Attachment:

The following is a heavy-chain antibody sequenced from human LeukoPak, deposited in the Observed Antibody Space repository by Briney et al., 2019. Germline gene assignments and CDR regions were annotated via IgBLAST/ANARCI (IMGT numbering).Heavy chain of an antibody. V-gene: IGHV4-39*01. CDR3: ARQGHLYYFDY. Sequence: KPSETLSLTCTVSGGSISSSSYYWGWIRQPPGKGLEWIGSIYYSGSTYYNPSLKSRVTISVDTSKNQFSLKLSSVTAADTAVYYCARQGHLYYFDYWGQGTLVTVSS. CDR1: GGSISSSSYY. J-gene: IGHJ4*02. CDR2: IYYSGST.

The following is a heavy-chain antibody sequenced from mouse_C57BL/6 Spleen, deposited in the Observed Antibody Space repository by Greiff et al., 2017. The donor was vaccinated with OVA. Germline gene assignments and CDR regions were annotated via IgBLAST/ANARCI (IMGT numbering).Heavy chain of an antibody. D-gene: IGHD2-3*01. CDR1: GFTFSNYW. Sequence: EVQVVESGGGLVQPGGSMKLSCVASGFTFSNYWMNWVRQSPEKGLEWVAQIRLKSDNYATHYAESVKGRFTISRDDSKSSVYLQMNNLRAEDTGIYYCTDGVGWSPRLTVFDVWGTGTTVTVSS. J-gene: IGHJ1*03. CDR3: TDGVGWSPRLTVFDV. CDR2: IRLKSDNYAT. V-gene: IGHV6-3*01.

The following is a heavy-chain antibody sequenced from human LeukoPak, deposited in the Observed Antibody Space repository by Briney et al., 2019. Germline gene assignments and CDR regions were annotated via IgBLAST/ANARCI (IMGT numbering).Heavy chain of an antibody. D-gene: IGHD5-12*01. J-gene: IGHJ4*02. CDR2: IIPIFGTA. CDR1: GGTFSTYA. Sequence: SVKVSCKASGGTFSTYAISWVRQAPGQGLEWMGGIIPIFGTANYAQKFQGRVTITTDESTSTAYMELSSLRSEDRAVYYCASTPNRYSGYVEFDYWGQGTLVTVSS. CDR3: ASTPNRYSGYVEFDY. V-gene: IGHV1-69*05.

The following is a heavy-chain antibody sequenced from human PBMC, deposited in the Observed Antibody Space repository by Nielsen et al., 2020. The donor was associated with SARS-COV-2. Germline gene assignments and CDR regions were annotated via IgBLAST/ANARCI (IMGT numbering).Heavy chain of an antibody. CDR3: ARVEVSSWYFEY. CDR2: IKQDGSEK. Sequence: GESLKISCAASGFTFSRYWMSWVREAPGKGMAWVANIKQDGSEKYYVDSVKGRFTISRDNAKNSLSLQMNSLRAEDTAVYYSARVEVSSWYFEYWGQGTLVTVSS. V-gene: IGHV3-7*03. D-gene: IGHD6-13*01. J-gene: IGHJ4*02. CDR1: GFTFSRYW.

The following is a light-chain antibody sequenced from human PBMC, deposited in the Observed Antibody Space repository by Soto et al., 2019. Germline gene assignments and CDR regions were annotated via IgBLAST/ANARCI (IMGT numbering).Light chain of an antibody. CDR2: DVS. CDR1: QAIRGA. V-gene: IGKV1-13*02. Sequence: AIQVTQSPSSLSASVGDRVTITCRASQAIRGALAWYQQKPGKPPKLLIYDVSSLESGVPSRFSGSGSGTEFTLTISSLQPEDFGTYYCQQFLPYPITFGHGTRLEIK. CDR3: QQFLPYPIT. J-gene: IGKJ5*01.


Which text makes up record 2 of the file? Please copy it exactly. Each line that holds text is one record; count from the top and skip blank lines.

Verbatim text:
The following is a heavy-chain antibody sequenced from mouse_C57BL/6 Spleen, deposited in the Observed Antibody Space repository by Greiff et al., 2017. The donor was vaccinated with OVA. Germline gene assignments and CDR regions were annotated via IgBLAST/ANARCI (IMGT numbering).Heavy chain of an antibody. D-gene: IGHD2-3*01. CDR1: GFTFSNYW. Sequence: EVQVVESGGGLVQPGGSMKLSCVASGFTFSNYWMNWVRQSPEKGLEWVAQIRLKSDNYATHYAESVKGRFTISRDDSKSSVYLQMNNLRAEDTGIYYCTDGVGWSPRLTVFDVWGTGTTVTVSS. J-gene: IGHJ1*03. CDR3: TDGVGWSPRLTVFDV. CDR2: IRLKSDNYAT. V-gene: IGHV6-3*01.